• Owen Jones’s analysis of the Scottish situation is on the mark except in suggesting that if he were an SNP strategist he would be praying for another Tory government, on the basis that this would improve the chances of winning independence. No SNP strategist will be praying for any such thing. No party with a grain of sense would wish more harm inflicted on their own people. The block of SNP MPs will be opposing with every sinew the regime of austerity that the next Westminster government will impose, whichever of the Unionist parties, or combination thereof, is in power.
To achieve independence, the Yes parties would have to win a strong mandate from the Scottish people in a second referendum. The Unionist parties would all oppose such a referendum and a Yes vote with everything they’ve got, just as they did in their Better Together front. These are all matters for the Scottish electorate to decide.
SNP’s Dingwall and Black Isle branch
• Your editorial says “fiscal devolution … remains a piecemeal unstrategic approach” (Neglected north, 21 March). Many Scots are not turning to the SNP because they want separation from the UK, and certainly not from the EU, but because they perceive that our national politicians just don’t get it. They want proper devolution of power, not grudging scraps from a Westminster of largely safe seats cushioned by first-past-the-post which selfishly dumps attempts at reform of parliament or the voting system. How long do we have to wait for a royal commission to consider proposals to reorganise England into devolved units that can share a federal union with Scotland, Wales and Ireland and to draft a modern written constitution for this politically moribund country?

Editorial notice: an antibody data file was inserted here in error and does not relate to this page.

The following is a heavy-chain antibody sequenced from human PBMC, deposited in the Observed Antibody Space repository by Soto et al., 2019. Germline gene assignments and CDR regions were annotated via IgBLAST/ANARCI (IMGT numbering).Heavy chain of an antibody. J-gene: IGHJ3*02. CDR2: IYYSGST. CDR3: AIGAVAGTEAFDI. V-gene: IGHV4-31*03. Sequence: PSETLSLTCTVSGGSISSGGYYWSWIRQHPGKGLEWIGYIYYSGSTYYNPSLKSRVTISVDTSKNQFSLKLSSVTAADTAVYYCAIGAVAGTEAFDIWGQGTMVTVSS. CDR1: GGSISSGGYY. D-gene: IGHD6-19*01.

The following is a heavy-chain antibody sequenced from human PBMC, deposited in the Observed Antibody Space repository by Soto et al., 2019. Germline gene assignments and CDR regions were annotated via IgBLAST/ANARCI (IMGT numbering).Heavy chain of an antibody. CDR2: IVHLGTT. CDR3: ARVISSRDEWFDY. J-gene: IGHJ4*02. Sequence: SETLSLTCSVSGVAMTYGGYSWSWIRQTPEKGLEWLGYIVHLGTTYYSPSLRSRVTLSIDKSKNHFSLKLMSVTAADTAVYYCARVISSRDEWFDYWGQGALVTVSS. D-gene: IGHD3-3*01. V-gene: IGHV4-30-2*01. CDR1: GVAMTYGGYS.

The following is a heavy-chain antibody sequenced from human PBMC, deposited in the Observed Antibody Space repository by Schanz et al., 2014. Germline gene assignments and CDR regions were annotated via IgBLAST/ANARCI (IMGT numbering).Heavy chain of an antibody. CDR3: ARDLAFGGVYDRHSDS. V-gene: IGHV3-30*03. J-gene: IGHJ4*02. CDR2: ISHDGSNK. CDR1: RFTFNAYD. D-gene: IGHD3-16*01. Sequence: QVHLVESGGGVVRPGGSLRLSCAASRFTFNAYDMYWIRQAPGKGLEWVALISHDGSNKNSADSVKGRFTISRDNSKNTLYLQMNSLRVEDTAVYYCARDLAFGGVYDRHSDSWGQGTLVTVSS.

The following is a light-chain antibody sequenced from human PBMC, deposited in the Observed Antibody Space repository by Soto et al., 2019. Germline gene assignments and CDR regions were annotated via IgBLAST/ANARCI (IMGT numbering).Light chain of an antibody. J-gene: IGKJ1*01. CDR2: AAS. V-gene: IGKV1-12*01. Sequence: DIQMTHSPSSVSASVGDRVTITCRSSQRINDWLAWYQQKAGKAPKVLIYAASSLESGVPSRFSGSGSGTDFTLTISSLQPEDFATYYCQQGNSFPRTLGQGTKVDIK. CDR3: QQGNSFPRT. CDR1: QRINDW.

• Michael Meacher (Letters, 21 March), in his chilling analysis of Wednesday’s budget, says it amounted to “an enormous con being perpetrated on the British people”. In the same week we learned that the latest estimates from the Office for Budget Responsibility for tax revenues from North Sea oil for 2016-17 were £600m. The SNP based its referendum promises on its much-trumpeted figures of £6.8-£7.9bn. During the referendum process these figures were robustly queried but upheld by nationalist leaders. Now they admit that these claims, upon which life after independence relied, are wrong. Jeremy Beecham, also in Saturday’s Letters, is right to direct voters to Labour. I would also question the thinking that leads Greens in Scotland to vote for a government that is brazenly oil-dependent. But then there’s the Jack Monroe line, “the only vote you should care about is your own.” Finally, to Bryan Ferriman, again in a letter on Saturday, yes, many people “do not favour a Tory world” but the “successes” of SNP north of the border reside largely in their ability to peddle the feel-good factor. (See figures above.)
• In your article online (Lib Dems will have to rely on tactical voting to hold off SNP, says Ashdown, 20 March), you write that “[Michael] Moore’s seat is under heaviest threat from the Tories”. While that is indeed what Moore’s campaign literature has claimed, the figures available at www.electoralcalculus.co.uk have shown for weeks now that the Calum Kerr (SNP) is predicted to win the Berwickshire, Roxburgh and Selkirk seat. It is, as Moore claims, a two-horse race, but I am afraid he is already out to pasture.
Bruce E Baker
Membership secretary, SNP Berwickshire branch
• To think of disenfranchising Scots MPs at Westminster is incredible. To re-phrase Robert Burns, “We are the same people for a’ that.” To quote Rab C Nesbitt, “We live just up the road.”
Newcastle upon Tyne